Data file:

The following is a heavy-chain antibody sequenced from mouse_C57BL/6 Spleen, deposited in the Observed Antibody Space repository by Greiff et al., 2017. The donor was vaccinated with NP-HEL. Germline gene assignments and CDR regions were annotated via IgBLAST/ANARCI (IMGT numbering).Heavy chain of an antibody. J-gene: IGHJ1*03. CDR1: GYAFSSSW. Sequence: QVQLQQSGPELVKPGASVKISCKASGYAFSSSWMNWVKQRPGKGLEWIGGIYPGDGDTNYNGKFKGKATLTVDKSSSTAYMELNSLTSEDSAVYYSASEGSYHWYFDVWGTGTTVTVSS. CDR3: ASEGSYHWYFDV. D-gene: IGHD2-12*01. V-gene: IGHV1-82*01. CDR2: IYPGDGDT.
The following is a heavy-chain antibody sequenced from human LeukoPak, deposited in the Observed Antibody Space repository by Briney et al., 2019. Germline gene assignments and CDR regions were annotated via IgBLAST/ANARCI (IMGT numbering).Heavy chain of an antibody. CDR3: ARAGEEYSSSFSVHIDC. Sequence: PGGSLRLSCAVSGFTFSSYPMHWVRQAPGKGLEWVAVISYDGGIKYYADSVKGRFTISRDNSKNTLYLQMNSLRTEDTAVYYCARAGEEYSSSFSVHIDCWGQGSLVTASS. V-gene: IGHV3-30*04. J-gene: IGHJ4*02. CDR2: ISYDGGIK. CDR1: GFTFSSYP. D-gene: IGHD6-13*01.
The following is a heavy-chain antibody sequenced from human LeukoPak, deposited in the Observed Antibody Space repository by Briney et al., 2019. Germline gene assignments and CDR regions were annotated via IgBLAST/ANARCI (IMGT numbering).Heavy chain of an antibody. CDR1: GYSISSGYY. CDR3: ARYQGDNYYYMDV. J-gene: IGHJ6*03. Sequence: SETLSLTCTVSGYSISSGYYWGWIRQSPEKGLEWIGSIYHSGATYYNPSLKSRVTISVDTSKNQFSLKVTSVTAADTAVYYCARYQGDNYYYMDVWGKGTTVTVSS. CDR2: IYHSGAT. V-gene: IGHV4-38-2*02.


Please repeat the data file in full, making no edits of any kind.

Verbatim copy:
The following is a heavy-chain antibody sequenced from mouse_C57BL/6 Spleen, deposited in the Observed Antibody Space repository by Greiff et al., 2017. The donor was vaccinated with NP-HEL. Germline gene assignments and CDR regions were annotated via IgBLAST/ANARCI (IMGT numbering).Heavy chain of an antibody. J-gene: IGHJ1*03. CDR1: GYAFSSSW. Sequence: QVQLQQSGPELVKPGASVKISCKASGYAFSSSWMNWVKQRPGKGLEWIGGIYPGDGDTNYNGKFKGKATLTVDKSSSTAYMELNSLTSEDSAVYYSASEGSYHWYFDVWGTGTTVTVSS. CDR3: ASEGSYHWYFDV. D-gene: IGHD2-12*01. V-gene: IGHV1-82*01. CDR2: IYPGDGDT.
The following is a heavy-chain antibody sequenced from human LeukoPak, deposited in the Observed Antibody Space repository by Briney et al., 2019. Germline gene assignments and CDR regions were annotated via IgBLAST/ANARCI (IMGT numbering).Heavy chain of an antibody. CDR3: ARAGEEYSSSFSVHIDC. Sequence: PGGSLRLSCAVSGFTFSSYPMHWVRQAPGKGLEWVAVISYDGGIKYYADSVKGRFTISRDNSKNTLYLQMNSLRTEDTAVYYCARAGEEYSSSFSVHIDCWGQGSLVTASS. V-gene: IGHV3-30*04. J-gene: IGHJ4*02. CDR2: ISYDGGIK. CDR1: GFTFSSYP. D-gene: IGHD6-13*01.
The following is a heavy-chain antibody sequenced from human LeukoPak, deposited in the Observed Antibody Space repository by Briney et al., 2019. Germline gene assignments and CDR regions were annotated via IgBLAST/ANARCI (IMGT numbering).Heavy chain of an antibody. CDR1: GYSISSGYY. CDR3: ARYQGDNYYYMDV. J-gene: IGHJ6*03. Sequence: SETLSLTCTVSGYSISSGYYWGWIRQSPEKGLEWIGSIYHSGATYYNPSLKSRVTISVDTSKNQFSLKVTSVTAADTAVYYCARYQGDNYYYMDVWGKGTTVTVSS. CDR2: IYHSGAT. V-gene: IGHV4-38-2*02.